Porter Bancorp's CEO Works to Right a Rocky Ship

by Andy Peters
DEC 23, 2013 12:38pm ET

First in a five-part series.

For Porter Bancorp and John Taylor, the Louisville, Ky., company's chief executive, 2014 could be a make-or-break year.

Porter has fought through asset quality issues, a $7 million judgment from fraud litigation and calls by a large investor for management changes. Porter is one of the biggest banks still in the Troubled Asset Relief Program. It also has a consent order from regulators requiring higher capital levels.

It's a long list of issues, but Taylor says he has the $1 billion-asset company on the road to recovery. "Our risk profile is coming down," says Taylor, who is one of the community bank CEOs American Banker will be watching closely next year. (Four other CEOs will be profiled in coming days.)

"The bank is returning to profitability," he adds. "We're putting in place the support infrastructure to take care of the communities we serve and getting new, good customers."

Porter's story diverges from most troubled banks. It emerged from the early days of the recession in a strong position, even pursuing a hostile takeover in 2009 that ultimately failed.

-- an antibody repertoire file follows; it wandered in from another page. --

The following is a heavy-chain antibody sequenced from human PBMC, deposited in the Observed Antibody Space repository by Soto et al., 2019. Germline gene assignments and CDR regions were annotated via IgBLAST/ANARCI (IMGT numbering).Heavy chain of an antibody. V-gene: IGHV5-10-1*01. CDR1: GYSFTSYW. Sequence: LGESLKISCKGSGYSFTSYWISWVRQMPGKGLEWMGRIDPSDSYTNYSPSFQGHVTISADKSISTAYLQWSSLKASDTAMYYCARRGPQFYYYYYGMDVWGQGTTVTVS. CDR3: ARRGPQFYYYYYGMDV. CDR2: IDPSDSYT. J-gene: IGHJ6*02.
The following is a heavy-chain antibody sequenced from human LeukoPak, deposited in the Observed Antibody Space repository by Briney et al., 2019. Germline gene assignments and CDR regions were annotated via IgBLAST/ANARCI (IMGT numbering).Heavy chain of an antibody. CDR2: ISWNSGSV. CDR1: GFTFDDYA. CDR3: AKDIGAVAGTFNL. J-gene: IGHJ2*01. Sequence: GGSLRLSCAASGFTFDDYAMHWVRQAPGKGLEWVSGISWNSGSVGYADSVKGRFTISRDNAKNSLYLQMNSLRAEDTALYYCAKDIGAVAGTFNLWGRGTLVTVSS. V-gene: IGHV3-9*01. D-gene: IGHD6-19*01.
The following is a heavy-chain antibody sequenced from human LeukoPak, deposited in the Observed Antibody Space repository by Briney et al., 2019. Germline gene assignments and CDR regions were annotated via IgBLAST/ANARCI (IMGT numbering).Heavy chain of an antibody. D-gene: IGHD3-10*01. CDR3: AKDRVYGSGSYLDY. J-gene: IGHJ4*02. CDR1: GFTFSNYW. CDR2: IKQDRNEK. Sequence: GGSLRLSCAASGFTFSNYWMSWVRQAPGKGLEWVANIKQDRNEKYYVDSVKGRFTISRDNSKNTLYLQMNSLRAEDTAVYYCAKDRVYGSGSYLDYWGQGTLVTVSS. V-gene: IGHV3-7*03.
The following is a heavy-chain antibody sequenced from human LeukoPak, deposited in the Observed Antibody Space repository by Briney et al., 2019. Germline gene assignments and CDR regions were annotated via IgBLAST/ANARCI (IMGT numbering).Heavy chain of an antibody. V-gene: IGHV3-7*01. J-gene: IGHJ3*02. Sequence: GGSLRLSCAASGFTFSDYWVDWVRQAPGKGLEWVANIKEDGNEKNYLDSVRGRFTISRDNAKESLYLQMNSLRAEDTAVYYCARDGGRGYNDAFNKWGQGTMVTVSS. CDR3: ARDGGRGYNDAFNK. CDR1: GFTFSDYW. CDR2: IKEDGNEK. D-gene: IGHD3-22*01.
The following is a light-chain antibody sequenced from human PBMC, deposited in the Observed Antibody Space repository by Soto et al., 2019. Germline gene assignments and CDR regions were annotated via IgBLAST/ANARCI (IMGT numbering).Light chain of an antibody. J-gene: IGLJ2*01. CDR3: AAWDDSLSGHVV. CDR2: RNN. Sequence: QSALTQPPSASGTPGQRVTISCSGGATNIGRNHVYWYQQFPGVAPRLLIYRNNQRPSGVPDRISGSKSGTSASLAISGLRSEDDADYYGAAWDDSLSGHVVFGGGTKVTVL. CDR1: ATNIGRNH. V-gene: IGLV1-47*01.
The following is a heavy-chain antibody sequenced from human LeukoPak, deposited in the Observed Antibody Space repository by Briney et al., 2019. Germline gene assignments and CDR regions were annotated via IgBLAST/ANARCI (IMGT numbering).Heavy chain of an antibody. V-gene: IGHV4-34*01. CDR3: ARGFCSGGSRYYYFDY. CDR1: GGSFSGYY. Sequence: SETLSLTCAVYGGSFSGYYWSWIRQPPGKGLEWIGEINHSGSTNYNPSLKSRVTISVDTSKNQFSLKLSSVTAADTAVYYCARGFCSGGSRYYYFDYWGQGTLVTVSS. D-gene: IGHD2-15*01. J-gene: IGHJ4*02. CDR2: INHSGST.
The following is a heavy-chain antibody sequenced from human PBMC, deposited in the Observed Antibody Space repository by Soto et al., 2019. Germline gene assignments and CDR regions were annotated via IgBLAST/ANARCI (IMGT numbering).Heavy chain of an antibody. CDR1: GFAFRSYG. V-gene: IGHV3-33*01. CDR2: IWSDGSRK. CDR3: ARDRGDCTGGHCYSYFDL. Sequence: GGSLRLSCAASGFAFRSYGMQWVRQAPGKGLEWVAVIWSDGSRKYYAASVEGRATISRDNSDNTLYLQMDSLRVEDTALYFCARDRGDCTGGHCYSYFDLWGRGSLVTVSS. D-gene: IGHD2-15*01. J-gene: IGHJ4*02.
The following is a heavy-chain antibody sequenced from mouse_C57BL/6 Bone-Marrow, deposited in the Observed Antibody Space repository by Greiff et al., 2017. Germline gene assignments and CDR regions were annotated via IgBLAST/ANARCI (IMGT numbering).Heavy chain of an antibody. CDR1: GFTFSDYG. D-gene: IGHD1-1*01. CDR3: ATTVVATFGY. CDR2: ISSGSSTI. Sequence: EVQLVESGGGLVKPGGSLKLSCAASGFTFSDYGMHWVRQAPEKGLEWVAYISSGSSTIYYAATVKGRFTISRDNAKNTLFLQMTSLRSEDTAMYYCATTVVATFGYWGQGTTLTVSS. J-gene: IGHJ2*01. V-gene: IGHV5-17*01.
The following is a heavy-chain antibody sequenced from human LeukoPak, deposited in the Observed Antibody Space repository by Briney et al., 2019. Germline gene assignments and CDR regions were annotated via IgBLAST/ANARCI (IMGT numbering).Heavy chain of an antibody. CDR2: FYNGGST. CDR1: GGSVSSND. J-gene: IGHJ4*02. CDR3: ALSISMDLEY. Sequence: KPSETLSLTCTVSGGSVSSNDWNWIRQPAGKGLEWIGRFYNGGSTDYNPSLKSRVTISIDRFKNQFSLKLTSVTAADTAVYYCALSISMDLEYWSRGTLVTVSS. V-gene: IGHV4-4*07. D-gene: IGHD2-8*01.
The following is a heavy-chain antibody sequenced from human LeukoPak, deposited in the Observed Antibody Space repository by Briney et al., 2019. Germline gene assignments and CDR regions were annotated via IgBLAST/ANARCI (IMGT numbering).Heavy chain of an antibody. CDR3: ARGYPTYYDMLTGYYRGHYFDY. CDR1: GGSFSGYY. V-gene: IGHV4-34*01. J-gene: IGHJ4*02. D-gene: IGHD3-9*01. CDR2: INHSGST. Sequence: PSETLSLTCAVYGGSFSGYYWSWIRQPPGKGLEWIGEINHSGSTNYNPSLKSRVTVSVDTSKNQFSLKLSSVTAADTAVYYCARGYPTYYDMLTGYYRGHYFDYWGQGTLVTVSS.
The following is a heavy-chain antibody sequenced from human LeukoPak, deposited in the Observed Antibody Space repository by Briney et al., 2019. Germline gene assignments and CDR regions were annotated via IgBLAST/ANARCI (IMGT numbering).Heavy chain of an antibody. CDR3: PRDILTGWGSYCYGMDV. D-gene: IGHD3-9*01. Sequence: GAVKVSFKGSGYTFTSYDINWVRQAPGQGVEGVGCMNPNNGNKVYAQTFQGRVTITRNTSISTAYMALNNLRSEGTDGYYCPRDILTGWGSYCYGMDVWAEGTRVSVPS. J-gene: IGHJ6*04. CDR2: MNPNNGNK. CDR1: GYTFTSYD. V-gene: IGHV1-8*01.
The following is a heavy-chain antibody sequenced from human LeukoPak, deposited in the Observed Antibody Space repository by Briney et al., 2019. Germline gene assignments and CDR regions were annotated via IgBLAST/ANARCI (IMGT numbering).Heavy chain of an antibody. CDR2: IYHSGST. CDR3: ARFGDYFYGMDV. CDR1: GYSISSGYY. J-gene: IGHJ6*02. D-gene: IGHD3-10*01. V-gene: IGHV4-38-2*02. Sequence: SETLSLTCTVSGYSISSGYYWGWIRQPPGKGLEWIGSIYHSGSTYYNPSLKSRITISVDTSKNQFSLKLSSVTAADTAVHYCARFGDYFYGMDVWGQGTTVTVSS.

A year later, Porter began struggling with profitability as loans soured. The company has lost more than $150 million since the fourth quarter of 2010.

Porter is still dealing with credit issues; 15% of its loans were nonperforming at Sept. 30. "We're still dealing with way too many nonaccrual loans and nonperforming assets," Taylor concedes.

Still, Porter earned $298,000 in the third quarter, compared to a $27.7 million loss a year earlier. Management has continued to shrink the balance sheet to improve capital levels, while lowering the size of the company's loan-loss provision.

While the third-quarter profit was a good sign, lingering credit woes are a major concern, says Michael Iannaccone, president of MDI Investments in Chicago. "It doesn't look like they have taken care of their problems," he says.

Taylor agrees with that assessment, noting that credit issues cannot be fixed overnight.

"It's just hard work," Taylor says. "You have to commit the resources and you have to be disciplined in how you remediate these problem assets."

Some of Porter's issues are tied to a weak local economy. All of its 18 branches are in Kentucky, in cities such as Louisville, Lexington, Owensboro, Bowling Green and some smaller towns.

The state has been slow to recover from an economic slump, says Chris Bollinger, director of the University of Kentucky's Center for Business and Economic Research. Louisville's unemployment rate is higher than the national average, he adds.

Porter made loans to residential and commercial developers that ended up moving to nonaccrual status — just later than those at many other banks. The delayed effect of the recession on Porter's loan portfolio was mostly an issue of timing, Taylor says.

"It was a function of the bank getting into lending to these developers a little later in the cycle, so it showed up a little later," Taylor says.